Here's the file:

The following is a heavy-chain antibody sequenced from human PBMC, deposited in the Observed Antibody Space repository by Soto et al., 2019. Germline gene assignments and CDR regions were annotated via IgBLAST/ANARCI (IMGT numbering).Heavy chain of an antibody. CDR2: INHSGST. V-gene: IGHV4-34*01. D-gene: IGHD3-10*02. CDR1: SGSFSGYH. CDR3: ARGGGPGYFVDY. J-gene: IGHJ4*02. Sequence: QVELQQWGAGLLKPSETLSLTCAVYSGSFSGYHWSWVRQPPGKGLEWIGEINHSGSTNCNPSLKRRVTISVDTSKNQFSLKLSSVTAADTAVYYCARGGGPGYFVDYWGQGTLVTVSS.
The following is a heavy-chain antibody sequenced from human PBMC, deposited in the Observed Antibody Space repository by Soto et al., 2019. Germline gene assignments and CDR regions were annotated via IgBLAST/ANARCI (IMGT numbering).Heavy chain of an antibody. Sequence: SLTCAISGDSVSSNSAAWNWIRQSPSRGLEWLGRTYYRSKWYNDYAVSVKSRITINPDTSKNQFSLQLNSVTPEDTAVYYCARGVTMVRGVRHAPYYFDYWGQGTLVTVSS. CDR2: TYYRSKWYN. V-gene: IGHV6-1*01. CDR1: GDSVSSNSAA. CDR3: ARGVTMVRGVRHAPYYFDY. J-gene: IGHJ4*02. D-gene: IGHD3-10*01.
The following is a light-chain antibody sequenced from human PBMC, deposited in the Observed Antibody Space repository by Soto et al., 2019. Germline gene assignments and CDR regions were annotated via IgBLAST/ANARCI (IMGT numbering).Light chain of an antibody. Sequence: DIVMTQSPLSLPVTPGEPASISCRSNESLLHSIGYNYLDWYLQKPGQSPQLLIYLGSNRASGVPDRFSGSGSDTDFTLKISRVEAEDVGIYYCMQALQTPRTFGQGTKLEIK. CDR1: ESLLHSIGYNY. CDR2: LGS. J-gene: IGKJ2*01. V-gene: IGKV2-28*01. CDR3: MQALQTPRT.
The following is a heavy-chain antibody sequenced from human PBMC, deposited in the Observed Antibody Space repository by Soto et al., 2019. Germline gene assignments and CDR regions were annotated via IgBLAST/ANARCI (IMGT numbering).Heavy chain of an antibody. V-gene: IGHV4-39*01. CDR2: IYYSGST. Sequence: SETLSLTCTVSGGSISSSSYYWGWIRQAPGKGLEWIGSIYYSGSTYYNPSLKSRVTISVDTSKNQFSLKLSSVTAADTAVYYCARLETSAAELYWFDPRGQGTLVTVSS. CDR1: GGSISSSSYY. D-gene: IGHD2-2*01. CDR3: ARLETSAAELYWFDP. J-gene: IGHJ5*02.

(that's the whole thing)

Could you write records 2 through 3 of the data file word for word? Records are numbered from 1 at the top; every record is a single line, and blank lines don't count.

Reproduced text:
The following is a heavy-chain antibody sequenced from human PBMC, deposited in the Observed Antibody Space repository by Soto et al., 2019. Germline gene assignments and CDR regions were annotated via IgBLAST/ANARCI (IMGT numbering).Heavy chain of an antibody. Sequence: SLTCAISGDSVSSNSAAWNWIRQSPSRGLEWLGRTYYRSKWYNDYAVSVKSRITINPDTSKNQFSLQLNSVTPEDTAVYYCARGVTMVRGVRHAPYYFDYWGQGTLVTVSS. CDR2: TYYRSKWYN. V-gene: IGHV6-1*01. CDR1: GDSVSSNSAA. CDR3: ARGVTMVRGVRHAPYYFDY. J-gene: IGHJ4*02. D-gene: IGHD3-10*01.
The following is a light-chain antibody sequenced from human PBMC, deposited in the Observed Antibody Space repository by Soto et al., 2019. Germline gene assignments and CDR regions were annotated via IgBLAST/ANARCI (IMGT numbering).Light chain of an antibody. Sequence: DIVMTQSPLSLPVTPGEPASISCRSNESLLHSIGYNYLDWYLQKPGQSPQLLIYLGSNRASGVPDRFSGSGSDTDFTLKISRVEAEDVGIYYCMQALQTPRTFGQGTKLEIK. CDR1: ESLLHSIGYNY. CDR2: LGS. J-gene: IGKJ2*01. V-gene: IGKV2-28*01. CDR3: MQALQTPRT.